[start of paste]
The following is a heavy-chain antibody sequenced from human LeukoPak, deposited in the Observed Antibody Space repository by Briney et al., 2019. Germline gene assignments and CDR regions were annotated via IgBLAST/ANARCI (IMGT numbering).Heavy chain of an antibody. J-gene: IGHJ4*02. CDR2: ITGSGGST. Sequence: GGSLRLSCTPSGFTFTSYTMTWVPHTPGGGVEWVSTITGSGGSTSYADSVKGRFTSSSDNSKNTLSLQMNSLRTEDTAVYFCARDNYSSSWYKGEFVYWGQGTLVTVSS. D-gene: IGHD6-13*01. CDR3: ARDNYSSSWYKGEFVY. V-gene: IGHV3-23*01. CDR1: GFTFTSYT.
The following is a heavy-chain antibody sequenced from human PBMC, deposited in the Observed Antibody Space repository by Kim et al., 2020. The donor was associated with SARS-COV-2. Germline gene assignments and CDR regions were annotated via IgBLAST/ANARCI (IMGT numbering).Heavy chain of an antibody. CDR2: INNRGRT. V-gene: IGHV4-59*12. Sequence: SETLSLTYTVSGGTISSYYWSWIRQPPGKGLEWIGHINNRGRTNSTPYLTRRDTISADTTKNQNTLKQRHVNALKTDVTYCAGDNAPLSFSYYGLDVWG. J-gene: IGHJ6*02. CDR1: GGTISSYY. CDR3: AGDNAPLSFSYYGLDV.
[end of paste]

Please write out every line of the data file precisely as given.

The following is a heavy-chain antibody sequenced from human LeukoPak, deposited in the Observed Antibody Space repository by Briney et al., 2019. Germline gene assignments and CDR regions were annotated via IgBLAST/ANARCI (IMGT numbering).Heavy chain of an antibody. J-gene: IGHJ4*02. CDR2: ITGSGGST. Sequence: GGSLRLSCTPSGFTFTSYTMTWVPHTPGGGVEWVSTITGSGGSTSYADSVKGRFTSSSDNSKNTLSLQMNSLRTEDTAVYFCARDNYSSSWYKGEFVYWGQGTLVTVSS. D-gene: IGHD6-13*01. CDR3: ARDNYSSSWYKGEFVY. V-gene: IGHV3-23*01. CDR1: GFTFTSYT.
The following is a heavy-chain antibody sequenced from human PBMC, deposited in the Observed Antibody Space repository by Kim et al., 2020. The donor was associated with SARS-COV-2. Germline gene assignments and CDR regions were annotated via IgBLAST/ANARCI (IMGT numbering).Heavy chain of an antibody. CDR2: INNRGRT. V-gene: IGHV4-59*12. Sequence: SETLSLTYTVSGGTISSYYWSWIRQPPGKGLEWIGHINNRGRTNSTPYLTRRDTISADTTKNQNTLKQRHVNALKTDVTYCAGDNAPLSFSYYGLDVWG. J-gene: IGHJ6*02. CDR1: GGTISSYY. CDR3: AGDNAPLSFSYYGLDV.